5. I was trying to work out a way that the Angelique/Quentin/Maggie triangle could have been made to work. What I came up with was this: instead of making Angelique bring back Maggie for inexplicable plot reasons, have Maggie decide to come back of her own accord. Have her return just as “Alexis” thinks she’s getting somewhere with Quentin. Instead of having her stick pins into a voodoo doll of Quentin, let her take a leaf out Angelique Mark I’s book and cast a love spell on Maggie. Make her fall for the mysterious cousin from South America staying at Loomis House. (Maybe he’ll take her back to Peru with her!) Of course Angelique doesn’t realise he’s a 200 year old vampire with a Josette obsession, so her plan goes seriously, SERIOUSLY wrong…

  6. Yeah. I think Quentin/Maggie/Angelique doesn’t have any heat. Nobody’s having pitchforks appear on their hands. Nobody’s sneaking off for surreptitious smooching.

  7. I’m liking it.

    PT Angelique’s harebrained scheme isn’t really any worse than were most of Angelique-Prime’s schemes. So the difference between PT Maggie and Quentin on the one hand and 1795 Josette and Jeremiah on the other is that Maggie and Quentin have some brains. They talk to each other about what they’ve seen, confront Miss Hoffman, and consult with the resident Doctor of Spookology. For viewers who had seen 1795, that must have come both as a relief- thank goodness they aren’t going to simply recycle that story- and as a source of suspense- when Angelique sees her first evil plan fail, what other, even more evil plan will she devise?

    Besides, all of the actors are fun to watch. Even Ken McEwen’s turn as Larry Chase was hilarious by virtue if its incompetence. Partly that’s because he was always sharing the screen with people who knew what they were doing, partly it’s because he was on in moments when we didn’t really care about the story, partly it’s because we know the backstory of his emergency last-minute casting, but he was responsible for some genuine laughs.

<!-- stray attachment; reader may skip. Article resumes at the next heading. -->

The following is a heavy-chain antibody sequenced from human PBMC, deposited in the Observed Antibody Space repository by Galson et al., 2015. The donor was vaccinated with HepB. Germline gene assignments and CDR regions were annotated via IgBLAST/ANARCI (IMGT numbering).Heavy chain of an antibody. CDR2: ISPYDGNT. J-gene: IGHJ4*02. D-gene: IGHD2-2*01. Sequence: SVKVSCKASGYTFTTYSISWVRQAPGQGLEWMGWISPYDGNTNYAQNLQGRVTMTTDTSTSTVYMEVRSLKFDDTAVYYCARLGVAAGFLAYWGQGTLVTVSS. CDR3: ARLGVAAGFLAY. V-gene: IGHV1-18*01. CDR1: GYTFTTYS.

1. I agree. Whether it was intentional or not on the part of the writers, it’s refreshing to watch the schemes concocted by a pair of incompetent villains continue to fail or backfire for once. Same with Angelique’s less than perfect black magic. It actually gives the show a realism it doesn’t normally have.

  8. I’m beginning to realize it’s not Barnabas’s fault that his fall-back plan was always, “They must die!” The writers are TERRIBLE at coming up with dastardly plans! Every villain’s plan is ill-conceived, nonsensical, incompetent or non-existent. The last diabolical plan that worked was the murder of Dave Woodard which they possibly regretted since Barnabas and Julia turned into the main protagonists of the show. Now they’re not even trying!

  9. There appears to be 2 Ralston-Purina lamps! Or 2 lamps that share the same shade. The drawing room base is brass and glass. The study lamp’s base was wood. I wonder if there were other combinations?